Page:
Esgrid Sikahall (BSc MSc)

Thesis title: Religion and Science in the Thought of Hans-Georg Gadamer

Background

With a background in Engineering and having taught undergraduate Mathematics in Guatemala for five years, I'm interested in understanding the kind of knowledge that the different sciences are able to apprehend and the cultural and individual meshes in which this knowledge is obtained and shared.

Given that the notion of 'science' and associated terms like objectivity, scientific method, reason, knowledge, etc., are a part of specific historically shaped narratives (e.g. narratives of Enlightenment, of Secularisation, of Progress, etc.), I want to make sense of scientific knowledge within its historical contexts and in the narratives that use it and the associated terms as sources of cognitive legitimation and authority. 

This has led me to pay close attention to the history of science and as current work in the history of science suggests, to the religious roots of the modern sciences and of modernity as a whole. Religion, another historically-shaped category, is inevitably a term shaped by western Christianity. If we are to understand western modernity (and its influence in non-western modernities) in its distinctively 'secular' self-perception we are driven to look at the ways in which Christian theology/philosophy as a complete background of imagination and action in its medieval and modern varieties has shaped our contemporary situation.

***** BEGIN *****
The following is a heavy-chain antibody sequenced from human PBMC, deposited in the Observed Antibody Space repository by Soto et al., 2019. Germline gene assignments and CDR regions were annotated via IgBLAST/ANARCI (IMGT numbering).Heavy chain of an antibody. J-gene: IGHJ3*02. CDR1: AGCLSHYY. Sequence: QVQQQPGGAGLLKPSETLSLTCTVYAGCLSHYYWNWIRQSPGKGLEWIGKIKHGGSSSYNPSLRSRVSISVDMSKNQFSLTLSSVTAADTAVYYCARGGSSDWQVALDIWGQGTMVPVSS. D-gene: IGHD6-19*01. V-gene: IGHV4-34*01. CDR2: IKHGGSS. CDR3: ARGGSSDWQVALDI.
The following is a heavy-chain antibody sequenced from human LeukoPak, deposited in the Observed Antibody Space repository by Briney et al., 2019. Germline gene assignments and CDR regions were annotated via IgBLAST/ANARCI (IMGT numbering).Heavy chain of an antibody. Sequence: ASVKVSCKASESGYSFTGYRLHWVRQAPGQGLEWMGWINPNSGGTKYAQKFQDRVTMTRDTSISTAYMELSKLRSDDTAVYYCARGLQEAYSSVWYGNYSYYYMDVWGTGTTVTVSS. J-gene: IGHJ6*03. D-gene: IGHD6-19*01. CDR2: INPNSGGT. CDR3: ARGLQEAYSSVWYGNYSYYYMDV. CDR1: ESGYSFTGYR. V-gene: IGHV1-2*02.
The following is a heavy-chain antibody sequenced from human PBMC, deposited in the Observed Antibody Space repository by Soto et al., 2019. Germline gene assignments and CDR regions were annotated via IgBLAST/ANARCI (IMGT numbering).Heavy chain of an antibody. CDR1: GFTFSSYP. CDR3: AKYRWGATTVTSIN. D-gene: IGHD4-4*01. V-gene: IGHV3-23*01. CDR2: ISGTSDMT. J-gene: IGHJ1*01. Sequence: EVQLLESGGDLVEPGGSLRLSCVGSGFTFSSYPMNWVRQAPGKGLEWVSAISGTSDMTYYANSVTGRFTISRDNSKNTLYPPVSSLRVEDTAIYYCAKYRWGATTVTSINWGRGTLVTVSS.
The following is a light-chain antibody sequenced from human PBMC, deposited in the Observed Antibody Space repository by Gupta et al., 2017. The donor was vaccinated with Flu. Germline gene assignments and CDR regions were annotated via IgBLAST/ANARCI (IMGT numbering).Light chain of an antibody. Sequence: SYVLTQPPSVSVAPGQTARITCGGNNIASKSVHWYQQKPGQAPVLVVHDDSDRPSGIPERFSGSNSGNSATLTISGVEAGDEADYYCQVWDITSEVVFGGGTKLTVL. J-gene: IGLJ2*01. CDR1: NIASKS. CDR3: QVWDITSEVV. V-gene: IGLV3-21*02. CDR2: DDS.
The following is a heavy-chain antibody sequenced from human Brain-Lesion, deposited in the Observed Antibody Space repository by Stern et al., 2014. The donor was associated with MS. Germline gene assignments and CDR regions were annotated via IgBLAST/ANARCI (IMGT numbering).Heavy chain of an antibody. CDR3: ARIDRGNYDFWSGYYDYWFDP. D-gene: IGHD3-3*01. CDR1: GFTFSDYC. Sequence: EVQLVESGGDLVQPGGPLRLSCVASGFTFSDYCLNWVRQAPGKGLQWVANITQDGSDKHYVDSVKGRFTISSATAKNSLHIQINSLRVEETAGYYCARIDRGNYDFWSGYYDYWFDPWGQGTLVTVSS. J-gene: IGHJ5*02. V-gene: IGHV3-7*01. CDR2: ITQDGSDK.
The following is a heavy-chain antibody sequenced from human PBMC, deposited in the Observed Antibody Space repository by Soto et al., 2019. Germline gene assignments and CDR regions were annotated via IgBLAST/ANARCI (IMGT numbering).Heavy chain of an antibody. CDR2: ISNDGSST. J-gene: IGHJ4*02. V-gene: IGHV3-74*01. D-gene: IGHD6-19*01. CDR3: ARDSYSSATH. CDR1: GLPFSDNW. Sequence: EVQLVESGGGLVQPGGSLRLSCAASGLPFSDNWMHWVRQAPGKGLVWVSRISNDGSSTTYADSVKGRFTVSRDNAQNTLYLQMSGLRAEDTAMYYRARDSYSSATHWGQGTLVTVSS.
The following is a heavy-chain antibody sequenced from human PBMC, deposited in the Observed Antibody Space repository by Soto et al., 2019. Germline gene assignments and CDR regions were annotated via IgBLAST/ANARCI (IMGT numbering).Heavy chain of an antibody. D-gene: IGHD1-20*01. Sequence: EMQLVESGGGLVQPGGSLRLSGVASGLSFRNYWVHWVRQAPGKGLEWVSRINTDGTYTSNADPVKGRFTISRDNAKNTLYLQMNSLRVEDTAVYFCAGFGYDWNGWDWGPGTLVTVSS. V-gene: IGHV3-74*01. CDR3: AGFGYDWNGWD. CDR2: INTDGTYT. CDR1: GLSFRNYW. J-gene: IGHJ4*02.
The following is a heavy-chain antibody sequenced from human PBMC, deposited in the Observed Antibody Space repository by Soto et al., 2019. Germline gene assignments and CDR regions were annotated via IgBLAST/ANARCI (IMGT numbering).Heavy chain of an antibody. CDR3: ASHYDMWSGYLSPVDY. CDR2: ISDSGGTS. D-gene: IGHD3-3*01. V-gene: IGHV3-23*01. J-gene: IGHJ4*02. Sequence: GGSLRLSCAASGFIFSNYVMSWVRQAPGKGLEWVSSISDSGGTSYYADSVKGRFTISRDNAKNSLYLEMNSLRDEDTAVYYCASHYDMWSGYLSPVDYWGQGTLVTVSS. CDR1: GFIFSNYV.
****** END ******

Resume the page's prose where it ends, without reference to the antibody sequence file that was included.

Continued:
My PhD work is on the German philosopher Hans-Georg Gadamer, in particular, his perspective on modernity, science and method, especially in relation to religion as described above. Given the all-pervasive nature of the reality of knowing and the contemporary primacy given to science as a privileged source of knowledge, I'm interested in a close reading of the history and philosophy of science, attending at the way scientific knowledge is communicated and the narratives it is a part of.

Qualifications

BSc (Civil Engineering; Universidad del Valle de Guatemala, 2012)

MSc (Science and Religion; University of Edinburgh, 2017)

PhD (Candidate) (Science and Religion; University of Edinburgh, 2021)

Research summary

  • Hans-Georg Gadamer
  • Philosophical hermeneutics and philosophy of science
  • History of science and religion and history of knowledge
  • Consciousness as experience and its evolution through history
  • A metaxological reading of philosophical hermeneutics and a hermeneutical reading of metaxological thinking
  • William Desmond
  • Owen Barfield as a philosopher of nature
  • The boundary between science and scientific discourse
  • The role of language as the medium of both science and scientific discourse

Current research interests

I'm currently working on my PhD, focusing on Hans-Georg Gadamer's reading of modernity, especially in relation to science and the role of method in understanding. I'm also interested in the multiple critiques and transformations of modernity and late modernity and how these critiques are being narrated historically, philosophically and theologically.